HELICS has a number of properties to detect things going wrong in the co-simulation. Many of these center around detecting a deadlock condition in federates or even potential bugs in HELICS itself.
Timeouts are the main way this is done. What timeouts make the most sense and how to use them is an ongoing effort and will evolve as the use of HELICS grows and we gain more experience with larger co-simulations.
There are 2 main categories of timeout operations. The first has to do with the connection phase, about how long federates should wait for the broker to be available or network resources to be available before generating an error. The second category deals more with a co-simulation getting stuck and unable to proceed in time either from a single federate hanging or a lost network connection or something of that nature. For small co-simulations it is easy enough to just kill things manually if something goes wrong, but it can be potentially problematic as the cosimulations get larger and more complicated.
Typical brokers and cores in HELICS operate on a separate thread processing messages in the background from the user code. They also make use of system timers and can generate messages for processing independent of the main loop. The foundation of this is a heartbeat timer on the core and brokers. All options in HELICS that take a time are defaulted to milliseconds if only a number is supplied in the argument field. They also can take a time unit with the number such as
5 s or
2 min or
265234 ms. Using
--tick sets up the heartbeat which is fundamental to timeouts at the broker and core level. Enabling this requires HELICS be built with ASIO, so in situations where the CMake option
-DHELICS_DISABLE_ASIO=ON was given all timeouts are non-functional. The tick timer can also be disabled using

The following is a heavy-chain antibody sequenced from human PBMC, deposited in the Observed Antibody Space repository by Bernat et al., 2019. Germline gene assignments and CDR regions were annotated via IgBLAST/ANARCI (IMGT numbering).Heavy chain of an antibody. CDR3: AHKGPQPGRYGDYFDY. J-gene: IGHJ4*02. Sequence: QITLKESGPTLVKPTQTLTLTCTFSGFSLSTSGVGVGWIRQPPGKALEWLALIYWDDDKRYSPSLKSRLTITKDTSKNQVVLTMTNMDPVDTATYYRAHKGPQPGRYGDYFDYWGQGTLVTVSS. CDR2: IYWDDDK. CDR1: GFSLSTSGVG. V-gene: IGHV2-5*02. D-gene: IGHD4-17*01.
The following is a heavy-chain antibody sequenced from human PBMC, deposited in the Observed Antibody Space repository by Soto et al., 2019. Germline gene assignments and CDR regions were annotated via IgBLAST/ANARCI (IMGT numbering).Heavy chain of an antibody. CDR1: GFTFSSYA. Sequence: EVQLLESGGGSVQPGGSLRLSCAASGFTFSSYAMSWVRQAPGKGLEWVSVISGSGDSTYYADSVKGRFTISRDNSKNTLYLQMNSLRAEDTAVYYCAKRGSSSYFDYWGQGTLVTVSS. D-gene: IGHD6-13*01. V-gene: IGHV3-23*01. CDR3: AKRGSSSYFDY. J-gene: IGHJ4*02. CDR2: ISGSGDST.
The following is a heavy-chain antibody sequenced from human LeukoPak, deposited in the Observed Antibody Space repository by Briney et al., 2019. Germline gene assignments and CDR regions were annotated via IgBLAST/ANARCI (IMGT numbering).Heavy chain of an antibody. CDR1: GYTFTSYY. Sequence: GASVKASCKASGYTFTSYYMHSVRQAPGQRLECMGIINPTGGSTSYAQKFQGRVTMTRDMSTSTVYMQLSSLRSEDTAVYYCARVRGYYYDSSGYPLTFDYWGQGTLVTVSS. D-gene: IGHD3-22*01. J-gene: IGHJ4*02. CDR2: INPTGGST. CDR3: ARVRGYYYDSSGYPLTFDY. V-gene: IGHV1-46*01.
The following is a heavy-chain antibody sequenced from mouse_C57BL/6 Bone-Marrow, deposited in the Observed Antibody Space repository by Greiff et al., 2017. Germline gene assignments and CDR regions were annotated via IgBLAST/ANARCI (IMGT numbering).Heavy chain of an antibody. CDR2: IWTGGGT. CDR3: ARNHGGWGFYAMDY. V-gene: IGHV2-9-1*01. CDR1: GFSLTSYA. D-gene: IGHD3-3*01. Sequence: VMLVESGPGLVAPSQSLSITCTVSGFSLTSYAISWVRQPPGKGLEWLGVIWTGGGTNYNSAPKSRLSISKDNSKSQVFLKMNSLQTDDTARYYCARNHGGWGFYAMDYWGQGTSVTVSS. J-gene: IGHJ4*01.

--debugging. (NOTE: debugging also changes a few other things). The tick effectively establishes a timing resolution for the timeouts, if the tick is set to 1 second timeouts will have to be exceeded by at least 1 tick for actions to trigger. The default tick is 5 seconds so generally timeouts should be specified in multiples of the tick timer or slightly less than an integer multiple if desired to trigger earlier.
Starting up a co-simulation often depends on a number of factors. There are multiple pieces in a co-simulation; at least 1 broker, and often several federates. These communicate via network resources. And things can go wrong, so you don’t want to have the cosimulation just hang forever waiting on certain pieces, so the most general option is
--timeout. This is a the timeout for establishing a broker connection, and it is also the default for some other more specific timeouts. The default is 30 seconds. If you are setting up a large co-simulation which may have a lot of contention during the setup phase, it may be necessary to lengthen this, or if you are not starting up the broker before the federates it can be necessary to change to a longer time. Currently 30 seconds is used as a compromise that works in most settings where HELICS is used.
When establishing a network connection sometimes the necessary ports and socket resources are not available in which case the
--network_timeout applies. This defaults to the
--timeout but it can be specified independently if desired. The core will use this timeout for retries on network resources before generating an error. The network timeouts are not dependent on the tick timer so will apply even if the timers have been disabled.